How to Create a Seed Bed
Before we begin, you might be wondering what a seed bed is. Basically, it’s a small area of land that’s used for sowing slow growing vegetables such as cabbage, purple sprouting broccoli etc., directly into the soil, before moving them on to their final growing positions.
Why bother? Quicker cropping vegetables such as lettuce or radish can be planted in the empty vegetable beds where the slower growing plants that you’ve started off in the seed bed will follow. Seed beds are also useful if you don’t have a polytunnel or glasshouse, saving you filling up your windowsills. Alternatively you may have something growing in the vegetable bed that you’re ultimately planning to plant your cabbages into.
A seed bed doesn’t need to be very big – about a metre square is sufficient. A seed bed does need to be in an open, sunny position to give the seedlings the best start in life.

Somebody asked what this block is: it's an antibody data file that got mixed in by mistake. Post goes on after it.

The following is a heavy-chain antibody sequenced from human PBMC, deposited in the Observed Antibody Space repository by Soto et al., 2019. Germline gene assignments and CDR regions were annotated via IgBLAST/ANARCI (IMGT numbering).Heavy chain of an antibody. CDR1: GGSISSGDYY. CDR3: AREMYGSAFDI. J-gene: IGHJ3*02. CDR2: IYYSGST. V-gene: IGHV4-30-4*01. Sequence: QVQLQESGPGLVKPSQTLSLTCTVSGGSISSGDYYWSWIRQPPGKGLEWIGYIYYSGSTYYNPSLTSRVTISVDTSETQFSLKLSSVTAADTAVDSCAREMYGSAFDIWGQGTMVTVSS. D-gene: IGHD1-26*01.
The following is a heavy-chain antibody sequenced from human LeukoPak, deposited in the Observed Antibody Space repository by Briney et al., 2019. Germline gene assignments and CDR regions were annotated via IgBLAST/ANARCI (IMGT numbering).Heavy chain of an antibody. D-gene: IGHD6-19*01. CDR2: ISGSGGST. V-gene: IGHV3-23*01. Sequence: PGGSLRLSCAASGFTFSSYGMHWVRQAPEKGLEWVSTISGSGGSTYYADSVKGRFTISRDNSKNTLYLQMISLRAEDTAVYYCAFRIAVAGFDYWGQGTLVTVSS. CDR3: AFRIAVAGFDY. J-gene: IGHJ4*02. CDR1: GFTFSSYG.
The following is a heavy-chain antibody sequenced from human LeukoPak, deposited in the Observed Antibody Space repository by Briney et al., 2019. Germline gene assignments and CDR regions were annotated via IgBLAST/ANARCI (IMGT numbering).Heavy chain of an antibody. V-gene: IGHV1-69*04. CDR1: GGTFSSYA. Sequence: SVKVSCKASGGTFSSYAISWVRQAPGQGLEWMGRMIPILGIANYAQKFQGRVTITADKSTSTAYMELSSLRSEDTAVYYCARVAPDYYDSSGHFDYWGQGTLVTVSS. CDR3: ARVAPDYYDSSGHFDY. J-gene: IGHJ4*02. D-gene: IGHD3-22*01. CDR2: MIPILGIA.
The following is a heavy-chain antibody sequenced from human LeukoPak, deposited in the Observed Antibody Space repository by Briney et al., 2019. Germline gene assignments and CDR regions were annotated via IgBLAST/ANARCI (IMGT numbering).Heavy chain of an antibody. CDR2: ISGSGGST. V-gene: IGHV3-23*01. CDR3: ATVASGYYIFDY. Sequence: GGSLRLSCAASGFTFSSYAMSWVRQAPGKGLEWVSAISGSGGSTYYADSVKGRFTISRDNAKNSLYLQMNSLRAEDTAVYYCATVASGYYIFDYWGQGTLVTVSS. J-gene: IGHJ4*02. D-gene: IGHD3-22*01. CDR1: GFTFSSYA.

The soil should be well prepared – light, well-drained, free of weeds and stones. Check the pH (cheap kits are available in garden centres). pH neutral is best, somewhere between 6.5 and 7. Seed beds do not need to be too fertile either as seeds contain everything they need to germinate.
To get a fine tilth suitable for sowing seeds, rake the soil gently backwards and forth when it’s neither too wet nor too dry. Tiny seeds will need a finer tilth than larger ones.
Cats seem to love rolling in seedbeds so consider enclosing the area with wire netting until the seedlings are larger, or string black cotton over the bed to deter birds.
Sow the seeds in drills (see picture above) and as they start to grow either move them to a ‘holding bed’ (like a seedbed only larger) or transplant them (move) to their final positions.
Before moving them, water both the seedbed and the soil into which the plants will move to. “You’d never move house before having a cup of tea.”
Note: Avoid planting Calabrese in a seed bed as it does not like to be transplanted.
Do you use seed beds? Have you found them useful?